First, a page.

A teenager's documentary film about Britain's most-easterly town is to have its belated premiere on Tuesday.
Joshua Freemantle, 17, had planned to show his Life of Lowestoft film at the town's Marina Theatre in June but it was cancelled by Covid-19 restrictions.
Joshua said he was inspired to share his hometown's "beautiful beach and hidden heritage".
The film will be shown at the East Coast cinema on Tuesday night.
After the original premiere was delayed by lockdown, the teenager turned his attention to taking photos of Lowestoft's "unique" beauty.
'A new light'
Joshua said he hoped the film would promote Lowestoft as a destination, by telling the story of the Suffolk town's culture and history.
"We always wanted this documentary to make people see Lowestoft in a new light." said Joshua.
"We want to change the perception of the town by highlighting bits of its history that are less well known."
The project was made possible after it received £7,400 in funding from the East Anglia Art Fund, Lowestoft Rising, Making Waves Together, East Suffolk Council and Kirkley People's Forum.
As well as showing Lowestoft in war time, the film also has a section detailing life under lockdown earlier this year.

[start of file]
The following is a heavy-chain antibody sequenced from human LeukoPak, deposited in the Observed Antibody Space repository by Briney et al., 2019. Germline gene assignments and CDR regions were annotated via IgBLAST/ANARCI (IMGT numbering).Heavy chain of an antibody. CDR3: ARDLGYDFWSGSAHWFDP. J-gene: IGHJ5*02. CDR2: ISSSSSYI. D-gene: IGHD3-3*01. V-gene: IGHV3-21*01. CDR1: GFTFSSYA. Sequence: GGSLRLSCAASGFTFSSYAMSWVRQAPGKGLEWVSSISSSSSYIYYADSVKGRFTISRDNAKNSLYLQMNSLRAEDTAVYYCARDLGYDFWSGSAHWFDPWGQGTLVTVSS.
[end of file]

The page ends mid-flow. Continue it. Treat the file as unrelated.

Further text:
"Lowestoft is a unique, special place to be with a beautiful beach, beautiful hidden heritage, and most importantly, the first place to see the sun rise in Britain," Joshua added.
"It is no longer being over looked as a town failing from a once-thriving fishing industry, as it is now becoming a renewable energy hub."
BBC Radio 4 broadcaster, Zeb Soanes, who is from Lowestoft, said the film was a "positive, optimistic piece" and "will give hope and swell pride in what the town has to offer".
Britain's most easterly town
- Lowestoft is home to Ness Point - the UK's most easterly extremity
- It has a population of about 50,000 and famous sons include composer Benjamin Britten and rock band The Darkness
- Fishing has traditionally been the town's dominant industry
- 16 May
- 30 April
- 25 June 2019